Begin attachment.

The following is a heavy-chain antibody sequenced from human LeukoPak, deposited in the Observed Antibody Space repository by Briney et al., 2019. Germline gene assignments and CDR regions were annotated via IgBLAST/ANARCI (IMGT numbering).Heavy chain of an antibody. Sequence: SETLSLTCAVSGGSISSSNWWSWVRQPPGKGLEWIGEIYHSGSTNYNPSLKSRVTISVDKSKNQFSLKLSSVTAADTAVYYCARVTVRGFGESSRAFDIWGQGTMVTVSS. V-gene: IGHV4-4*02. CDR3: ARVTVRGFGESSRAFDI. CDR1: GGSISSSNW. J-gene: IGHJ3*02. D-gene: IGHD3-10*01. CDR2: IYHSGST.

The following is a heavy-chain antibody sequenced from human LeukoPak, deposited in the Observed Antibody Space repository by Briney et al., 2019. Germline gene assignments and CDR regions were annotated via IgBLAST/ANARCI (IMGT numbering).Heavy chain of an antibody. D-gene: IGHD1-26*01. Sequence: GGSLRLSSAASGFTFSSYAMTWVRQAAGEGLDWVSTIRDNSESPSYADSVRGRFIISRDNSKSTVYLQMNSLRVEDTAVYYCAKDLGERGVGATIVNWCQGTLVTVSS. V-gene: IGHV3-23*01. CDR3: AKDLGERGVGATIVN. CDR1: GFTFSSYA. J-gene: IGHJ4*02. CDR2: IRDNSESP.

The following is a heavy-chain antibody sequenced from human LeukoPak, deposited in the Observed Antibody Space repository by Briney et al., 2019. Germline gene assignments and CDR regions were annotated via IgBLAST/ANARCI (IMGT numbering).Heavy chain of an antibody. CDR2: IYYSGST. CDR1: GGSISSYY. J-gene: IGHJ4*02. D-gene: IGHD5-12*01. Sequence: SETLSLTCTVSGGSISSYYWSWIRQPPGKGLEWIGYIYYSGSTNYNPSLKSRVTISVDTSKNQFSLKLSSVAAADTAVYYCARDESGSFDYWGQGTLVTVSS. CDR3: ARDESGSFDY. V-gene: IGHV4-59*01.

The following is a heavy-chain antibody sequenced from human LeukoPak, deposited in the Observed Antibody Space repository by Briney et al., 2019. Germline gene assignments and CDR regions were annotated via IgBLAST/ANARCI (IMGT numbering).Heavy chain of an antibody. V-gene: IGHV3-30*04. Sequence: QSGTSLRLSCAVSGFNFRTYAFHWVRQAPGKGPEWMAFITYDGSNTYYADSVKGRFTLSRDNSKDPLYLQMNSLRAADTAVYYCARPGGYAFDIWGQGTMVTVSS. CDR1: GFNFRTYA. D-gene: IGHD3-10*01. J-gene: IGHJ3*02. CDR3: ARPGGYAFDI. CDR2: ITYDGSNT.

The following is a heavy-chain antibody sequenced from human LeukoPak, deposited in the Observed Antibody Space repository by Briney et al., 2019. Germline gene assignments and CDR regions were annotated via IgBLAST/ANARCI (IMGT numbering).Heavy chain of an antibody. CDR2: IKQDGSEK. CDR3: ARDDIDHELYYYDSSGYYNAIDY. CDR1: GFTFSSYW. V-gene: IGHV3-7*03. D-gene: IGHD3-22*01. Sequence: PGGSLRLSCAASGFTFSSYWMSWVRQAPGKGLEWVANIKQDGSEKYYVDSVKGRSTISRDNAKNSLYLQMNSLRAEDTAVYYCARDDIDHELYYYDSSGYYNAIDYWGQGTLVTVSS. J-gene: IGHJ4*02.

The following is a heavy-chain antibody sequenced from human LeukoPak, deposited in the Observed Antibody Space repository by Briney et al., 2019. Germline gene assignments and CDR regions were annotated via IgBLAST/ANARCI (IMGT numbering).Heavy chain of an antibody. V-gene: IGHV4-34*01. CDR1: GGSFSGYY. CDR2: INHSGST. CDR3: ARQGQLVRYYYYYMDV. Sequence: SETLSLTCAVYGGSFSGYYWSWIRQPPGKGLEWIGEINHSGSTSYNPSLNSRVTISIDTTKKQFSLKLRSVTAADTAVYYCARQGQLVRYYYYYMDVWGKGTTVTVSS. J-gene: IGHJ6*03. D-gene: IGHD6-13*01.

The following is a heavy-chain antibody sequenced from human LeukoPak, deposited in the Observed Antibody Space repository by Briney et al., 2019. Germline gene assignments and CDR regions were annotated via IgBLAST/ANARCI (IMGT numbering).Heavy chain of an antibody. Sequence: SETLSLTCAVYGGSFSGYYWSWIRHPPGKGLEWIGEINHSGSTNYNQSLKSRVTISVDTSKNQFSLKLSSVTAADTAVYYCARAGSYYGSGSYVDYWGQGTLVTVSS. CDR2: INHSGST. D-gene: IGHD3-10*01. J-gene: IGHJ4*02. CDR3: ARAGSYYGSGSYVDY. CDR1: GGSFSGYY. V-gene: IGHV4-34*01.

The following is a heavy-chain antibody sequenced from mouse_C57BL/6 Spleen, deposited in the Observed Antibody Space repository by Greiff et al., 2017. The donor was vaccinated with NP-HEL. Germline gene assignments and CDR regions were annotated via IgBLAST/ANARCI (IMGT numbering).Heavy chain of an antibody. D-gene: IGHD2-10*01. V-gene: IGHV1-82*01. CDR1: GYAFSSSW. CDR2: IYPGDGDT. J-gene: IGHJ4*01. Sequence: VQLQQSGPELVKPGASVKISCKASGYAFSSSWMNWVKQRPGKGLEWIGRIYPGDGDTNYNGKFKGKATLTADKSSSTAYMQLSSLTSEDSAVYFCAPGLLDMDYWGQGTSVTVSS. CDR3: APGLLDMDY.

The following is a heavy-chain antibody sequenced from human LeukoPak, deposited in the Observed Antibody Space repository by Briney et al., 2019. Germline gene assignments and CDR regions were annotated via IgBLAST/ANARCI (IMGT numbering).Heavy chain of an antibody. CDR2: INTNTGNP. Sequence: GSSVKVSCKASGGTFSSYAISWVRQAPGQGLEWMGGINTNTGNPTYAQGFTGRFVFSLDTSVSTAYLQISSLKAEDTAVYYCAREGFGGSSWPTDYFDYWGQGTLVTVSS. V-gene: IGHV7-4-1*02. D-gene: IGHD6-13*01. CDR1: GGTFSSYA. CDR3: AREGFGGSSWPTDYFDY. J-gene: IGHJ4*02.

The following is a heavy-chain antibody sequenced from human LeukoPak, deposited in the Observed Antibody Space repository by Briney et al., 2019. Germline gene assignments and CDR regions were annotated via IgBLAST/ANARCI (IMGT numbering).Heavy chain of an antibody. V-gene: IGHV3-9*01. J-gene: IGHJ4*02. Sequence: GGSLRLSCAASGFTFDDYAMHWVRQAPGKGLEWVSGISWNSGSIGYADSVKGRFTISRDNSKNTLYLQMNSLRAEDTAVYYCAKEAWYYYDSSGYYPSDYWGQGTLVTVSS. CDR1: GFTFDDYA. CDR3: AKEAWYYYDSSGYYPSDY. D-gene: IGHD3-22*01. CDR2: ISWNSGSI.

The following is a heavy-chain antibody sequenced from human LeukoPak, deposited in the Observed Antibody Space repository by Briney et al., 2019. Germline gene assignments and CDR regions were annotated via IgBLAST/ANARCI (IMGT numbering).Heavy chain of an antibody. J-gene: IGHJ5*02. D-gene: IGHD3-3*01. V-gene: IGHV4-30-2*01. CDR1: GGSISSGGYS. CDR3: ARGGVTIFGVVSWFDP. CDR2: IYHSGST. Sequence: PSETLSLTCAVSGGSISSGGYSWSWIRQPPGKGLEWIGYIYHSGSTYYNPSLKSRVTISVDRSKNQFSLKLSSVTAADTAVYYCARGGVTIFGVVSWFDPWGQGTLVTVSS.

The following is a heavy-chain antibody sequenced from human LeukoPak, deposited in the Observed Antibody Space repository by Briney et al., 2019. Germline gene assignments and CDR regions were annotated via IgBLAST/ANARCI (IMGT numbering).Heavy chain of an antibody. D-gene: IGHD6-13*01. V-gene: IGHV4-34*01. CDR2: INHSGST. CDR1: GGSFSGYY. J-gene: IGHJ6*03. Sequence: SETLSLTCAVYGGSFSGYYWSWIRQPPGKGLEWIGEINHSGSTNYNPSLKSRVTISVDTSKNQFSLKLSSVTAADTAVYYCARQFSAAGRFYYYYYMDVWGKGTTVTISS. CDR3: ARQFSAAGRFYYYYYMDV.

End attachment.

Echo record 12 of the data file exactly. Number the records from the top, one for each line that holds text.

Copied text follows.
The following is a heavy-chain antibody sequenced from human LeukoPak, deposited in the Observed Antibody Space repository by Briney et al., 2019. Germline gene assignments and CDR regions were annotated via IgBLAST/ANARCI (IMGT numbering).Heavy chain of an antibody. D-gene: IGHD6-13*01. V-gene: IGHV4-34*01. CDR2: INHSGST. CDR1: GGSFSGYY. J-gene: IGHJ6*03. Sequence: SETLSLTCAVYGGSFSGYYWSWIRQPPGKGLEWIGEINHSGSTNYNPSLKSRVTISVDTSKNQFSLKLSSVTAADTAVYYCARQFSAAGRFYYYYYMDVWGKGTTVTISS. CDR3: ARQFSAAGRFYYYYYMDV.